Last Updated: June 17, 2017
Becoming a financial analyst entails completing very specific educational, training and licensing requirements. The financial analyst job description will vary depending on the exact industry the analyst is servicing. Being a financial analyst can be a very rewarding career in terms of salary and the opportunity for upward career growth.
In the most general sense, financial analysts are responsible for the daily activities of ledger accounting and reconciliation. They also perform a critical role in financial reporting. Furthermore, as the job title suggests, they carry out the analysis of a company’s financial situation to ensure the accounting process is correct. Perhaps the most important role carried out by an analyst is the compiling of important financial data which is used by business executives to make company-wide decisions. The information maintained by an analyst may be used to facilitate strategic business planning and future budget adjustments.
What Do Financial Analysts Do?
The daily job of a financial analyst really depends on the individual’s level of experience. A junior analyst will primarily work on obtaining necessary data, and creating spreadsheets for later analysis. They might also work on creating financial models and examining industry issues. Junior level employees also investigate financial stories in the news, and the status of financial markets to determine whether the company is affected. A senior analyst will be responsible for providing an opinion on how the company should carry out its financial affairs. Senior level analysts are also responsible for making presentations to executives and mentoring new hires in the analyst department.
How to Become a Financial Analyst
People desiring to become financial analysts will usually begin their journey by studying at a four-year college. Future analysts usually major in business, accounting, economics or math. While in college, many potential analysts will do an internship with a firm to get hands on training. Many will be hired by the same company through a post graduate interview, yet some find other employment through the on-campus interview process at their university. Following graduation, the future analyst will begin working for the firm or business in a junior level position. During this time, they will also study for licensing exams such as the Series 7 or 63. The type of licensing required will depend on the specific role and responsibilities of the analyst.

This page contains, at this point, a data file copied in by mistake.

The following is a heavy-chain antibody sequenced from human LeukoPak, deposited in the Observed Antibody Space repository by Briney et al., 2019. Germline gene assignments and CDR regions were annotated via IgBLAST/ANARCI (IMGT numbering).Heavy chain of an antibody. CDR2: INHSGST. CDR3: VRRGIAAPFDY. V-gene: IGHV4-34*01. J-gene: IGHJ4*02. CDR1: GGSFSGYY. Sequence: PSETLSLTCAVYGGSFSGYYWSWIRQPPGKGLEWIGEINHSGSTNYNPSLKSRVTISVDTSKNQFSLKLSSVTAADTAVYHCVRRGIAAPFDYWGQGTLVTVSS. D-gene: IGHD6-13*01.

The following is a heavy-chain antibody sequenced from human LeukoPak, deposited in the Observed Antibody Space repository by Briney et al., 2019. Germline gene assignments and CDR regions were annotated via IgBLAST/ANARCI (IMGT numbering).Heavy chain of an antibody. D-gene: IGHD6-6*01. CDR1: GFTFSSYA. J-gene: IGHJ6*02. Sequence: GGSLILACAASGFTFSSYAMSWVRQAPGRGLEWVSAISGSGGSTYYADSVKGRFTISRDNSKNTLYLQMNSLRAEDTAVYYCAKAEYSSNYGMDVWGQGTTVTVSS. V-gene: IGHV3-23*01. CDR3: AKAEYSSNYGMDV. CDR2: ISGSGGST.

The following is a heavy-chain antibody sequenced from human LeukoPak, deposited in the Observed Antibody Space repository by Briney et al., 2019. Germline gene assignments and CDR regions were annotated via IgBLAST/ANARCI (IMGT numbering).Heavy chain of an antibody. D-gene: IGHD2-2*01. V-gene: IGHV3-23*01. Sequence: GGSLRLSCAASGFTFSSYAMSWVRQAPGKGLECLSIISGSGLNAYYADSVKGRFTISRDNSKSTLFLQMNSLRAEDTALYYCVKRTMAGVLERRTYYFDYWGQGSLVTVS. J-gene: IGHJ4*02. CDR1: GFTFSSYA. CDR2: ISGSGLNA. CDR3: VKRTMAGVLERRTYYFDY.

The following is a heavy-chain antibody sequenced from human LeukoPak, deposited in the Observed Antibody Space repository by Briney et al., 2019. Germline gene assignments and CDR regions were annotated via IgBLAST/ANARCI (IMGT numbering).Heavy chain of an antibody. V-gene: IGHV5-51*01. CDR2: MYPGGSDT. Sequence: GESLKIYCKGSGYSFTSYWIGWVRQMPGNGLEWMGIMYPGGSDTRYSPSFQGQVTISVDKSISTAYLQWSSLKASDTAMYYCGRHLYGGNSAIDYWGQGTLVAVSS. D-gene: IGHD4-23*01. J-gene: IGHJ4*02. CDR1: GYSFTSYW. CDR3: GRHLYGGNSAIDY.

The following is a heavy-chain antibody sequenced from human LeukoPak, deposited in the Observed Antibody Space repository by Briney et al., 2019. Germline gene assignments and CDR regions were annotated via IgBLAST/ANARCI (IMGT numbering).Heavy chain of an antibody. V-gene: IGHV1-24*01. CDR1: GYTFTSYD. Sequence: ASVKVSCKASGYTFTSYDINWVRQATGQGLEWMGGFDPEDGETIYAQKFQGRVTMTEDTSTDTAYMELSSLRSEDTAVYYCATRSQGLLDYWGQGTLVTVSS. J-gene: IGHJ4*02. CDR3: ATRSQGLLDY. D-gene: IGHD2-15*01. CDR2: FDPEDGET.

Where Do Financial Analysts Work?
Financial analysts are employed in a wide variety of industries. The obvious areas for financial analyst work are in the banking and business industries. However, analysts are also frequently employed by educational institutions, construction companies, biotech companies, electronics and software firms, and utility agencies.
How Much Do Financial Analysts Make?
As of 2016, there were 281,610 financial analysts working in the U.S. The Bureau of Labor Statistics also estimated that the mean average pay for this position was $46.94 per hour or $97,640 per year. The BLS expects the field to grow by 12% in the next decade.
How Much Do Financial Analysts Make by State?
Financial Analyst Salary with Annual and Hourly Rates
|State||Financial Analyst Hourly Rate||Financial Analyst Annual Salary|
|District of Columbia||$49.95||$103,900|
Source: bls.gov, mean average salary 2016 | For more detailed salary data, try payscale.com
Financial Analyst Jobs Nearby
📍 “Latest financial analyst job openings are based on your current location”
If you liked our financial analyst job description article, view a few other related accounting articles from AccountingJobsNow below.